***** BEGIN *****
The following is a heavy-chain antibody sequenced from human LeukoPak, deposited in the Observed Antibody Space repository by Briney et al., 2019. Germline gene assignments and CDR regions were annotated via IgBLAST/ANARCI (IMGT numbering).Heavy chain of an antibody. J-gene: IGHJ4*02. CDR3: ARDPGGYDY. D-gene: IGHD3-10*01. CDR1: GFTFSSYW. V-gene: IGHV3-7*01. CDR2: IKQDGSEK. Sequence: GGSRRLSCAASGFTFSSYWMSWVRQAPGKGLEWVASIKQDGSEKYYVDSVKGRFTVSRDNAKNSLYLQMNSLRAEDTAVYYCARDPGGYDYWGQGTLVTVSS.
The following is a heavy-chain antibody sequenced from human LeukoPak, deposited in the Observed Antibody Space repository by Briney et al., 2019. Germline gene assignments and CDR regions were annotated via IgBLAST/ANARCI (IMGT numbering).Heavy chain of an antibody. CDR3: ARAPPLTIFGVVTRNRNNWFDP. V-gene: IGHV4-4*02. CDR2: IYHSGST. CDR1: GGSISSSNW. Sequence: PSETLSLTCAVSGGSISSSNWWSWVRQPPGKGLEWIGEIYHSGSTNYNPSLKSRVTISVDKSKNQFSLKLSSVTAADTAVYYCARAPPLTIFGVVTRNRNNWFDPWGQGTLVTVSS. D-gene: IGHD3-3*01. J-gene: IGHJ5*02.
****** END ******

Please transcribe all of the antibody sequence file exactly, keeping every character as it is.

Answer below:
The following is a heavy-chain antibody sequenced from human LeukoPak, deposited in the Observed Antibody Space repository by Briney et al., 2019. Germline gene assignments and CDR regions were annotated via IgBLAST/ANARCI (IMGT numbering).Heavy chain of an antibody. J-gene: IGHJ4*02. CDR3: ARDPGGYDY. D-gene: IGHD3-10*01. CDR1: GFTFSSYW. V-gene: IGHV3-7*01. CDR2: IKQDGSEK. Sequence: GGSRRLSCAASGFTFSSYWMSWVRQAPGKGLEWVASIKQDGSEKYYVDSVKGRFTVSRDNAKNSLYLQMNSLRAEDTAVYYCARDPGGYDYWGQGTLVTVSS.
The following is a heavy-chain antibody sequenced from human LeukoPak, deposited in the Observed Antibody Space repository by Briney et al., 2019. Germline gene assignments and CDR regions were annotated via IgBLAST/ANARCI (IMGT numbering).Heavy chain of an antibody. CDR3: ARAPPLTIFGVVTRNRNNWFDP. V-gene: IGHV4-4*02. CDR2: IYHSGST. CDR1: GGSISSSNW. Sequence: PSETLSLTCAVSGGSISSSNWWSWVRQPPGKGLEWIGEIYHSGSTNYNPSLKSRVTISVDKSKNQFSLKLSSVTAADTAVYYCARAPPLTIFGVVTRNRNNWFDPWGQGTLVTVSS. D-gene: IGHD3-3*01. J-gene: IGHJ5*02.